Philadelphia’s professional services stand shoulder to shoulder with clients

Philadelphia’s professional services stand shoulder to shoulder with clients

By: Sara Warden

2 min read December 2020 — As demand for professional services and advice ramped up amid the uncertainty of 2020, many Philadelphia firms found working from home to be a blessing in disguise. Besides opening the option for potential reduction of real estate overhead, COVID imprinted on people a need to evaluate their lives and lifestyles and ensure they are ready for any future uncertainty – all areas professional services firms are positioned to advise on. 

“We entered the year with plans to invest in a variety of areas within the practice,” says Kreischer Miller’s Managing Director Christopher Meshginpoosh. “For instance, we added talent to our business advisory practice, including assigning one of our top partners as the leader. We’ve had tremendous success building that practice, with growing demand for a wide range of services, including exit planning, succession planning, and valuation.”

For some firms, the reduced need for real estate has allowed them to gain an edge by pouring more money into hiring the best new recruits and allocating more time to client needs. “Our talent pool has greatly improved as an increasing number of people are interested in relocating here. A decade ago, the pull was not nearly as strong,” says Chris Bruner, managing partner of EY, adding that the group has been buoyed by a significant reduction of traditional indirect costs, such as plane and train travel. “The way we interact with clients will become more efficient as a result of the use of technology that was not available a decade ago,” he added. Corporate litigation and restructuring are two areas in which law firms are investing heavily due to high uncertainty. 

The evolution of technology has greatly assisted firms to move quickly to a remote environment. CBIZ Philadelphia was able to transition its in-house tax and audit practice to a 100% remote environment in the middle of corporate tax deadlines and prior to the extension of the April 15 deadline. “Our teams have adjusted quicker than we could have imagined and so many remote working applications were fast-tracked by our CBIZ national IT department,” says Managing Director Kevin Fiumara. “Currently, our staff and clients are using remote video and secure conferencing for meetings and information sharing. This allows us to continue to service clients, engage our internal teams and operate effectively.”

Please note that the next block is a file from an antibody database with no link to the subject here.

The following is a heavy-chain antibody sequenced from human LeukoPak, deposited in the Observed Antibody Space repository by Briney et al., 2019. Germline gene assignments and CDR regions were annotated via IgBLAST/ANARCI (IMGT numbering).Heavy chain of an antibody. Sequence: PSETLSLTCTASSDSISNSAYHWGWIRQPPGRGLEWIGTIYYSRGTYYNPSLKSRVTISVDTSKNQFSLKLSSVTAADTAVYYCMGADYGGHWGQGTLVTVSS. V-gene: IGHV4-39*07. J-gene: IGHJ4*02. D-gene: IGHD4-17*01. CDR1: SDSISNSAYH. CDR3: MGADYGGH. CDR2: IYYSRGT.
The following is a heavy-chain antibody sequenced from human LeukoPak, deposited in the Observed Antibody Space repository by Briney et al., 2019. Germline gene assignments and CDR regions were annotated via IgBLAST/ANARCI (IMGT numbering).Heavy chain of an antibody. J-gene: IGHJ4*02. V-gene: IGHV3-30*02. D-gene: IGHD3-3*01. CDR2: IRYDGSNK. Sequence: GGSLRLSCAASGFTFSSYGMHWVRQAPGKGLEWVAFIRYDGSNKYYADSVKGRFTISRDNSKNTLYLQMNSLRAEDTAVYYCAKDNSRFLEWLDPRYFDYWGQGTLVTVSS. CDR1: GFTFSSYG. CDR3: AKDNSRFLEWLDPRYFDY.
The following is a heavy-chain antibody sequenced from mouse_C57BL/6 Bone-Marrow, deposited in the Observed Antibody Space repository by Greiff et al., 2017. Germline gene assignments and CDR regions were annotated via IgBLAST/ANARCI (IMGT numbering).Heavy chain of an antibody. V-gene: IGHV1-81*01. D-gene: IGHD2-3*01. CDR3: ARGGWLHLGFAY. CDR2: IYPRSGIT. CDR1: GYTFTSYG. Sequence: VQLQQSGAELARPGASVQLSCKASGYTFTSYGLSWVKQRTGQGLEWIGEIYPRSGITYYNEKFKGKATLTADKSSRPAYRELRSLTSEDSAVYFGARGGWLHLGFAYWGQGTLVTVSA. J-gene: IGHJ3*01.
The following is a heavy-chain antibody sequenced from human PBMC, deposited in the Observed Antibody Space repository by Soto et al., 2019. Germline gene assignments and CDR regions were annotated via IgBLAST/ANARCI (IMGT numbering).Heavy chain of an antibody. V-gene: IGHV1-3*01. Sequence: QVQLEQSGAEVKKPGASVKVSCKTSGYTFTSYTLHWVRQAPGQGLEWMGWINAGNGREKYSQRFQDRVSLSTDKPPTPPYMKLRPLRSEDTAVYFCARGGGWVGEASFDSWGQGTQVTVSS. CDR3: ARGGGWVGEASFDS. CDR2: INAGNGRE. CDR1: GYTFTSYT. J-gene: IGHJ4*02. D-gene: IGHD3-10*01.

And some companies, such as Kreischer Miller, were inadvertently training for the remote environment in the run-up to the shelter in place order. “Like most companies, we have invested significantly in IT over the years, and our team, for the most part, is used to working remotely,” says Meshginpoosh. “Luckily, we went through a dry run last summer because a large number of our team members had to work remotely for almost four months while our office was under construction.”

Others have simply adapted to the new environment. EisnerAmper has already rolled out new technology to ease the new PPP loan process for clients, despite the rules still being in constant flux. “Our firm has worked with a technology company on a product that can input data from the customer and calculate the amount of loan forgiveness, which we can then provide to the banks,” explains Partner-in-Charge Paul Dougherty. “The banks are under a tremendous amount of stress because a loan recipient must determine the amount of forgiveness within eight weeks after receiving the loan. The banks have given out many thousands of loans, and they don’t necessarily have the staff to process all of that work in a timely fashion.”

The industry has not only been advising on PPP loans, but it has also been on the receiving end of the program. In Philadelphia, as of Dec. 7, law firms and legal services businesses had received $478 million in loans from the program, supporting the paychecks of over 26,000 employees. 

For Kimberly A. Dula, managing director of Friedman LLP, the biggest takeaway from the crisis was that professional services firms in Philadelphia were on the frontlines with clients rather than just being advisers. “When everyone was scared, we reached out to each other and our clients were not just calling us for their auditing and tax needs but rather because they were nervous and looking to us for guidance,” she says. “We need to remember that when we hear about something, we should be thinking about our clients and we need to be the first ones to tell them about new changes and opportunities.”